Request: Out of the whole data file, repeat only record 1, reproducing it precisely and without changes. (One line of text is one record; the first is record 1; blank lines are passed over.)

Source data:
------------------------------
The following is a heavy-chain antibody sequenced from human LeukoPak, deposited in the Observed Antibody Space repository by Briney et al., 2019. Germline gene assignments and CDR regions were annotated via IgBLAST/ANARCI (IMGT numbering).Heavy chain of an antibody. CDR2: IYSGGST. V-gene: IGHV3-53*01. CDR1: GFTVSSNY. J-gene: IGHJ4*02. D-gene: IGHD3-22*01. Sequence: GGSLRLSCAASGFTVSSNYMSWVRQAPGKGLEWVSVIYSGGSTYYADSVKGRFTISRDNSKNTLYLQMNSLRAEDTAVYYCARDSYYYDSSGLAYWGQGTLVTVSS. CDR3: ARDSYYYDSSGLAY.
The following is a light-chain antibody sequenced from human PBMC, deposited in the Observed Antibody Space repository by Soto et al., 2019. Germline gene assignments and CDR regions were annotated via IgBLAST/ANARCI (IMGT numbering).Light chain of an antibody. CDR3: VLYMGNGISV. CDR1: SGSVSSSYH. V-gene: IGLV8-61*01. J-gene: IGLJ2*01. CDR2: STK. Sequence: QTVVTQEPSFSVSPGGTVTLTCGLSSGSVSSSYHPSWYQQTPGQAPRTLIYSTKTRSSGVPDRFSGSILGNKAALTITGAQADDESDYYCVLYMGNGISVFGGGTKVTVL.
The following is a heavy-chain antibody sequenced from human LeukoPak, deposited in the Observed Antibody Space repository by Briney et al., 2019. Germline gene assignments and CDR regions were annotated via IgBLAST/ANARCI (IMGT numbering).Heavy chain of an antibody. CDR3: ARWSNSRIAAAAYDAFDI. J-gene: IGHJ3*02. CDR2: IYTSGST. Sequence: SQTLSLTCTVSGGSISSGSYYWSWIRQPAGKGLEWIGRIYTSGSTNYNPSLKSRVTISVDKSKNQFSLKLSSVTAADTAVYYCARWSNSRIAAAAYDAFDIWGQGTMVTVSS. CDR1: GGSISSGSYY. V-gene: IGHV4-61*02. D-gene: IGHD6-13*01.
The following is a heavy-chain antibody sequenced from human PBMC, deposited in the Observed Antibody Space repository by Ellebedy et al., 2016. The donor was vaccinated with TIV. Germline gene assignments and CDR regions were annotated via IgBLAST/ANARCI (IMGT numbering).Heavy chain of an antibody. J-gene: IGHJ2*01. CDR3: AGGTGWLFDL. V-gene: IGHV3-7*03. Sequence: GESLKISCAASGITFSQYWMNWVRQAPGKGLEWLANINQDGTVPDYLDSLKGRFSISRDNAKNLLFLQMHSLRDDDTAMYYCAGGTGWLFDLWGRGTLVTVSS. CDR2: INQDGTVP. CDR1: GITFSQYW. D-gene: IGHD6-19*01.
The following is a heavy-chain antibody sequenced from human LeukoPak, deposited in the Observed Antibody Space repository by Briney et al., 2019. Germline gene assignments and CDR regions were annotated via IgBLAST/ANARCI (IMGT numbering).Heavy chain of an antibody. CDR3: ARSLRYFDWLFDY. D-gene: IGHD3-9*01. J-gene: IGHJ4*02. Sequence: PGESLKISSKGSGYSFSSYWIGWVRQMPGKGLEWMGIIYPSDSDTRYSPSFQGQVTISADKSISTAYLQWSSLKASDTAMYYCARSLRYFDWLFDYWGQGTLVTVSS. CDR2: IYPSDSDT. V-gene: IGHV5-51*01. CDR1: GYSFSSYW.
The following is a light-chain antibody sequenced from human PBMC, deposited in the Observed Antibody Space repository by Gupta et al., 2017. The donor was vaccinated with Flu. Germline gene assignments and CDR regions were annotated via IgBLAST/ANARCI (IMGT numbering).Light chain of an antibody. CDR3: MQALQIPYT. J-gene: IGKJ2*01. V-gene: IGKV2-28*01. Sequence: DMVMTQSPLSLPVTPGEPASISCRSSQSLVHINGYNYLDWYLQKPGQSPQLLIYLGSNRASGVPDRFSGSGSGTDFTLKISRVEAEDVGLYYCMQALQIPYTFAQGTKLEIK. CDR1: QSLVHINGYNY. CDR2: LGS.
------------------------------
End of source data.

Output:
The following is a heavy-chain antibody sequenced from human LeukoPak, deposited in the Observed Antibody Space repository by Briney et al., 2019. Germline gene assignments and CDR regions were annotated via IgBLAST/ANARCI (IMGT numbering).Heavy chain of an antibody. CDR2: IYSGGST. V-gene: IGHV3-53*01. CDR1: GFTVSSNY. J-gene: IGHJ4*02. D-gene: IGHD3-22*01. Sequence: GGSLRLSCAASGFTVSSNYMSWVRQAPGKGLEWVSVIYSGGSTYYADSVKGRFTISRDNSKNTLYLQMNSLRAEDTAVYYCARDSYYYDSSGLAYWGQGTLVTVSS. CDR3: ARDSYYYDSSGLAY.